menorah-1079x1920Hanukah commemorates the victory of the Jewish army over Greco-Syrian forces and the subsequent re-dedication of the Temple in Jerusalem in the 2nd century B.C.E. This conflict was triggered by anti-Jewish decrees enacted by the Seleucid ruler of Judea, Antiochus Epiphanes, who wanted to eradicate Judaism in favor of a more dominant and singular Greek culture and religion in the area.

Under the leadership of Mattathias, and later his sons, the Jews staged a revolt and, after more than two years of war, were able to prevail and cleanse the Temple in Jerusalem which had been defiled. Mattathias’ son Judah(Maccabee) became the leader of the revolt which is often referred to as the Maccabean Revolt. Jewish rule was reestablished under the newly formed Hasmonean dynasty which ruled in Judea essentially until the arrival of the Romans in the 1st century B.C.E.

The Maccabean Revolt was not universally supported by the Jewish community of the time. There was a sizable group within the Jewish community that promoted Hellenism and Hellenistic culture and was opposed to the Maccabean Revolt. At the same time the Jews, who wanted to preserve Jewish observance and practice, were fighting foreign forces, were also engaged in a civil war within the Jewish community with the proponents of Hellenization.

The establishment of the Hasmonean Dynasty by one of the brothers of Judah symbolized the “victory” of the Maccabean faction but the internal struggles continued then and indeed continued throughout the history of the Jewish experience up until current day. One of the most persistent challenges and opportunities in Jewish life throughout the generations and in Jewish communities all over the globe has been and remains:

How does the outside culture/society impact Jewish life?

How can we engage with the outside culture and preserve Jewish identity and a meaningful Jewish way of life?

The issues confronted by Jews on both sides of the fence in Judea centuries ago remain very much with us today.

Rituals and Customs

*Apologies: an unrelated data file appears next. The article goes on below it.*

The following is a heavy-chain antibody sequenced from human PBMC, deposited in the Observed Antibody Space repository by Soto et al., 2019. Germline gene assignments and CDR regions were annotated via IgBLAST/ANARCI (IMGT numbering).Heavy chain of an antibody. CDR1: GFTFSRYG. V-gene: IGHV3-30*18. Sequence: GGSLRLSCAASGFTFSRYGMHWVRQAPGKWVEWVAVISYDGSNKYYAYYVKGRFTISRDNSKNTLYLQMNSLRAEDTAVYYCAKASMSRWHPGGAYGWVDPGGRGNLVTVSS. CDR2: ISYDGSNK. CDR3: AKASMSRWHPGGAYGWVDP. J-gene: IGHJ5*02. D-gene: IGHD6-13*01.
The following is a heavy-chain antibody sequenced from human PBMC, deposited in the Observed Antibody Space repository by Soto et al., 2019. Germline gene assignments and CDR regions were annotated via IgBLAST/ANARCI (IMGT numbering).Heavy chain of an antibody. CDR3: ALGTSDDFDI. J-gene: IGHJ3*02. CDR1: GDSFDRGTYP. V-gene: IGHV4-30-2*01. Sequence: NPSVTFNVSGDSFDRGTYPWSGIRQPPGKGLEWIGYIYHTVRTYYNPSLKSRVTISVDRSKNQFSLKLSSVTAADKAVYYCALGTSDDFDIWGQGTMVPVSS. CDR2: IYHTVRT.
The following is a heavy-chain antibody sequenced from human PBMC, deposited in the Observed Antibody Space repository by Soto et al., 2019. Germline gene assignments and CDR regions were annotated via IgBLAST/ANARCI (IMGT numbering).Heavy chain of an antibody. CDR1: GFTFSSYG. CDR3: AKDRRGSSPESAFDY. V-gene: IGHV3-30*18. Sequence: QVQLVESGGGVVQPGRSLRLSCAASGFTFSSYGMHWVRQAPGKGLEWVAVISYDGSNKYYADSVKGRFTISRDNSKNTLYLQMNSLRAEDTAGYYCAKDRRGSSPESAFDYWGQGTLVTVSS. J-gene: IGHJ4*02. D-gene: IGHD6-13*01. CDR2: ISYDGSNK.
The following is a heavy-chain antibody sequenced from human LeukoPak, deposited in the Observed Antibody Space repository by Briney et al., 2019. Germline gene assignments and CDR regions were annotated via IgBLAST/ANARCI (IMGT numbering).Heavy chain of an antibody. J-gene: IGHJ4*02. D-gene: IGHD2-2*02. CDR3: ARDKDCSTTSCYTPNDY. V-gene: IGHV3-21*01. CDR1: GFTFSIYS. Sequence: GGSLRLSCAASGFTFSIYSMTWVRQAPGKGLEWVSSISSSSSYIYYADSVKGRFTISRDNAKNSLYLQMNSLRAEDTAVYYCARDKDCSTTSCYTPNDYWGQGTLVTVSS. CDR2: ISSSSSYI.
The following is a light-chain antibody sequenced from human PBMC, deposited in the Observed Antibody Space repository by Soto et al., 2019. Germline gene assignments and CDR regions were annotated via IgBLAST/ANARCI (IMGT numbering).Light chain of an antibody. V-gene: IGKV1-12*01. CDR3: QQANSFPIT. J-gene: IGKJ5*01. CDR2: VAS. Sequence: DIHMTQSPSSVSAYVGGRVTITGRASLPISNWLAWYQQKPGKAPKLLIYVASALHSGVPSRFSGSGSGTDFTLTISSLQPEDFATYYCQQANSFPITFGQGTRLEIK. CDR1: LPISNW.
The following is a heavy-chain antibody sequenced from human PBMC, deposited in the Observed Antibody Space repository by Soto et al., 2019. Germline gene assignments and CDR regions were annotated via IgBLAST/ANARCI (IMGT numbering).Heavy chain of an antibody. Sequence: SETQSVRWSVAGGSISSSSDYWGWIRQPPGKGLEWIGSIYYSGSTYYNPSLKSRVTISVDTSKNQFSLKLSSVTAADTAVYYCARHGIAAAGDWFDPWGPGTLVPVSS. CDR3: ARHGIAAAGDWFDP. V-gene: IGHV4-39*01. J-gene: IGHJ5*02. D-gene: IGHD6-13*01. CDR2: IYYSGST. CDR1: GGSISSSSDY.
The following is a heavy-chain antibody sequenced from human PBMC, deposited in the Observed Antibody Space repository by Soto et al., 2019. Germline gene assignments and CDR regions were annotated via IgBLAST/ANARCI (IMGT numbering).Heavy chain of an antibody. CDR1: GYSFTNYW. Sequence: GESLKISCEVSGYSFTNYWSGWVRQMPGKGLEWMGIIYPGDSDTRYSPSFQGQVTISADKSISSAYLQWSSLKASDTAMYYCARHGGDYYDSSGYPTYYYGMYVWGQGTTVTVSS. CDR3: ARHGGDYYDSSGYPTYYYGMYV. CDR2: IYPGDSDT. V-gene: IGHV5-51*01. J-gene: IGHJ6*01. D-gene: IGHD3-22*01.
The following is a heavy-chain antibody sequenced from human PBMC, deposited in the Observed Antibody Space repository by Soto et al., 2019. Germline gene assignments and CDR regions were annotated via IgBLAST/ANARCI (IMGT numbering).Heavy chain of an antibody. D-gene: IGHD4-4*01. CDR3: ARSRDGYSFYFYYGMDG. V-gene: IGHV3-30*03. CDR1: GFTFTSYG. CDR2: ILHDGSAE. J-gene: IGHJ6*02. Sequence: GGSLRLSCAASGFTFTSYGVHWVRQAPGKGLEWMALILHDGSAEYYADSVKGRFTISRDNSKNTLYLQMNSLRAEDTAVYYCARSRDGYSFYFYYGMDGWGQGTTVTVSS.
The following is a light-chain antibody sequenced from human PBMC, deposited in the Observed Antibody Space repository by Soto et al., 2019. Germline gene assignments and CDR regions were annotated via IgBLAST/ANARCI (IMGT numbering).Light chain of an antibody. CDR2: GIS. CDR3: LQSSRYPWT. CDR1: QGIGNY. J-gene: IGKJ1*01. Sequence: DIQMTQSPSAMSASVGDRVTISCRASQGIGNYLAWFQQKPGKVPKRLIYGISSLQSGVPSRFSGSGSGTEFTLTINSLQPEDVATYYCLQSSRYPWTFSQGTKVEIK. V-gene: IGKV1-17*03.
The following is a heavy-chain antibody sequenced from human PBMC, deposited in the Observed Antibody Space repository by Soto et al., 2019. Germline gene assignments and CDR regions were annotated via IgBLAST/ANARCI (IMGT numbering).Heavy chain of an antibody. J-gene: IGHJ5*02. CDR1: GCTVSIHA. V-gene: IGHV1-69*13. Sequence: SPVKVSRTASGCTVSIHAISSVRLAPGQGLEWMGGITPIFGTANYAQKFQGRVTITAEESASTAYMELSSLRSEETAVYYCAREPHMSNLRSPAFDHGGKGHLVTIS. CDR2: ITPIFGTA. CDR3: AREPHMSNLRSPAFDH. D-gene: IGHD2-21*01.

LightThe Hanukiyyah (Hanukah Menorah)FoodSevivon (Dreidel)GiftsBrachot (Blessings)
Light is a central idea of the story of Hanukah and in our observance of the holiday.

From the Talmud we learn that when the Maccabees arrived at the Temple to clean and purify it, they found only one suitable jug of oil with which to light the menorah in the Temple. The oil in that jug would only be expected to last one day. However, the oil miraculously burned for eight days—enough time to make more oil for lighting the Temple menorah. So we observe Hanukah for eight days.

Hanukah is considered a minor holiday and is not mentioned in the Torah. There are no work restrictions on Hanukah.

Contemporary teachers and writers in the Jewish community often use the symbolism of light to reveal some of the most important ideas that inform our celebration of Hanukah today. We see the comparison between light and darkness both actually and in symbol; reflections on the light brought about by the ‘miracle of the oil’ and some modern implications of this belief; and ideas about how Hanukah and its light can bring meaning into our lives in the 21st century.

In his book The Jewish Way: Living the Holidays Rabbi Irving Greenberg writes:

Pessimists and assimilationists have more than once informed Jews that there is no more oil left to burn. As long as Hanukkah is studied and remembered, Jews will not surrender to the night. The proper response, as Hanukkah teaches, is not to curse the darkness but to light a candle.